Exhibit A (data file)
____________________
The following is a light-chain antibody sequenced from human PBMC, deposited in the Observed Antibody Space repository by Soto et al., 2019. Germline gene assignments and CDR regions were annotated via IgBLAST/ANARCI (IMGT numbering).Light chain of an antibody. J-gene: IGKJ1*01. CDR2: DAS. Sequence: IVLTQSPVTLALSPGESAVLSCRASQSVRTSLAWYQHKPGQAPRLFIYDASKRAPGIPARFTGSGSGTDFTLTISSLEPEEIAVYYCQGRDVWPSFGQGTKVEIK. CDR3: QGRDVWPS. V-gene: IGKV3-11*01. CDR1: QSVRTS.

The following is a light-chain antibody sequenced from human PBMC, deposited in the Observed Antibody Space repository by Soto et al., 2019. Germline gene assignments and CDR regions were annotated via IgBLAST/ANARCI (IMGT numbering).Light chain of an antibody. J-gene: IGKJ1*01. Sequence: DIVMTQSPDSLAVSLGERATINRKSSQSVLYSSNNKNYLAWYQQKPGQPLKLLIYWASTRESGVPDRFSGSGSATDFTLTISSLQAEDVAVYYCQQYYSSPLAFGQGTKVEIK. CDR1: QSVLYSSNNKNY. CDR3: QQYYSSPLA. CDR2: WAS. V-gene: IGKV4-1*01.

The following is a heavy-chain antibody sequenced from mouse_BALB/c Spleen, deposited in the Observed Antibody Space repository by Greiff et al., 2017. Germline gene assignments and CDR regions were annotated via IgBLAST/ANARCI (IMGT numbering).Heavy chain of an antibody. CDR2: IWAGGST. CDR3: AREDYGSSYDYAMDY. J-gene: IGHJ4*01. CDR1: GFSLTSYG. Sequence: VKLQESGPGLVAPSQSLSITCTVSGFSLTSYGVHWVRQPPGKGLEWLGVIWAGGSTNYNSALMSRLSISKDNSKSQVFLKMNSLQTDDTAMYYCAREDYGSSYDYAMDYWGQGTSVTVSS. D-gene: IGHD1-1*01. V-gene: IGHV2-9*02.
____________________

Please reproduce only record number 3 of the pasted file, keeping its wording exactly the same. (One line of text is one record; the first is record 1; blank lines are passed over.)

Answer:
The following is a heavy-chain antibody sequenced from mouse_BALB/c Spleen, deposited in the Observed Antibody Space repository by Greiff et al., 2017. Germline gene assignments and CDR regions were annotated via IgBLAST/ANARCI (IMGT numbering).Heavy chain of an antibody. CDR2: IWAGGST. CDR3: AREDYGSSYDYAMDY. J-gene: IGHJ4*01. CDR1: GFSLTSYG. Sequence: VKLQESGPGLVAPSQSLSITCTVSGFSLTSYGVHWVRQPPGKGLEWLGVIWAGGSTNYNSALMSRLSISKDNSKSQVFLKMNSLQTDDTAMYYCAREDYGSSYDYAMDYWGQGTSVTVSS. D-gene: IGHD1-1*01. V-gene: IGHV2-9*02.